Does Japan’s New Climate Change Strategy Go Far Enough? – The Diplomat


Japan plans to adopt a long-term strategy on climate change that would commit the country to achieving net zero emissions “as early as possible in the second half of this century”.

The timetable was recommended by a panel advising the Japanese government on its long-term climate policy, but the proposals have already drawn criticism from environmental groups for their vagueness and lack of ambition.

Japanese Prime Minister Shinzo Abe, who has signaled he wants to play a leading role in tackling climate change, is set to host G-20 leaders for their next summit in Osaka in June. The government is working to finalize its policy for this event.

A 10-member panel led by Shinichi Kitaoka, the president of the Japan International Cooperation Agency, presented its recommendations to Abe on April 2, paving the way for the government to “accelerate preparations”.

“Measures against global warming are no longer a cost for companies”, Abe said when receiving the proposals. “They are a source of competitiveness.

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Abe noted that companies that actively address environmental damage “attract funding from around the world, enabling them to prepare for the next phase of their growth and take further action. This is just one example of the virtuous circle of environment and growth – these two concepts of environment and growth are not contradictory.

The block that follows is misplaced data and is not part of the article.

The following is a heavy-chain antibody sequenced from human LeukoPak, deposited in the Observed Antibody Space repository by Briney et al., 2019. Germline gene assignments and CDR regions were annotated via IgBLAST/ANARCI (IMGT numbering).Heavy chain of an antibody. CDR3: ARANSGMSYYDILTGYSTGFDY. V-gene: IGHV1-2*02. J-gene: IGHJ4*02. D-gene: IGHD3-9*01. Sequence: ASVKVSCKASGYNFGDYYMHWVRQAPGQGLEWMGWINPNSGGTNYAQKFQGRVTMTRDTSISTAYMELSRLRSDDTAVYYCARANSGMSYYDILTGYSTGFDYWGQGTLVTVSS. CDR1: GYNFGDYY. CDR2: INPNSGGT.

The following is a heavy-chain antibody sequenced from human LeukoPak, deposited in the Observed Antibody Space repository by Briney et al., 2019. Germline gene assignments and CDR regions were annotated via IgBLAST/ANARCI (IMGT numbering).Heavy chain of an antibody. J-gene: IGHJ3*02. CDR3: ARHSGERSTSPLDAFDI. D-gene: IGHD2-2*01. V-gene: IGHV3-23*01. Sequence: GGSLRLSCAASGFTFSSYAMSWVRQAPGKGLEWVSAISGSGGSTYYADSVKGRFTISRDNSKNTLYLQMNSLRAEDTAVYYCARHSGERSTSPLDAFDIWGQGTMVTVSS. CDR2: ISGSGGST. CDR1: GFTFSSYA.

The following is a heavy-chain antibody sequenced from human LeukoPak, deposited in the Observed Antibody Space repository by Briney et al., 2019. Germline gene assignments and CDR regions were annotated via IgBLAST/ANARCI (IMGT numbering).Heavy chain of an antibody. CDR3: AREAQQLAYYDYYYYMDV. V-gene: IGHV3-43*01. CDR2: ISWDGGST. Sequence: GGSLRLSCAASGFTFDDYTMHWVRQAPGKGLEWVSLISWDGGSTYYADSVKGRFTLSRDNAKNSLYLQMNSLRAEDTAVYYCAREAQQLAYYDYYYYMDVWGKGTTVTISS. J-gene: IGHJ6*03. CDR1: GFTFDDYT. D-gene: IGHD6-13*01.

As part of the Paris Agreement process, Japan has already committed to reducing its emissions by 26% by 2030, compared to 2013 levels. In the longer term, the country aims to reduce emissions by at least 80% by 2050 (base year not specified). ).

The panel’s recommendations included working vigorously on the 80% target by 2050 and achieving a “decarbonized society” as early as possible in the second half of the century. This term refers to achieving a balance between anthropogenic emissions and the amount absorbed by sinks of greenhouse gases.

“Global action and disruptive innovation are key to tackling climate change,” said a summary of the panel’s recommendations provided to international media.

The panel was not prescriptive on how to achieve the goal, but emphasized the need for innovation. He cited examples of potentially disruptive innovations such as carbon capture and storage (CCS); carbon capture and utilization (CCU); next generation battery technology; the production, storage and use of hydrogen; space solar energy; next-generation geothermal energy; advanced nuclear energy; power of ocean currents; and advanced wind energy.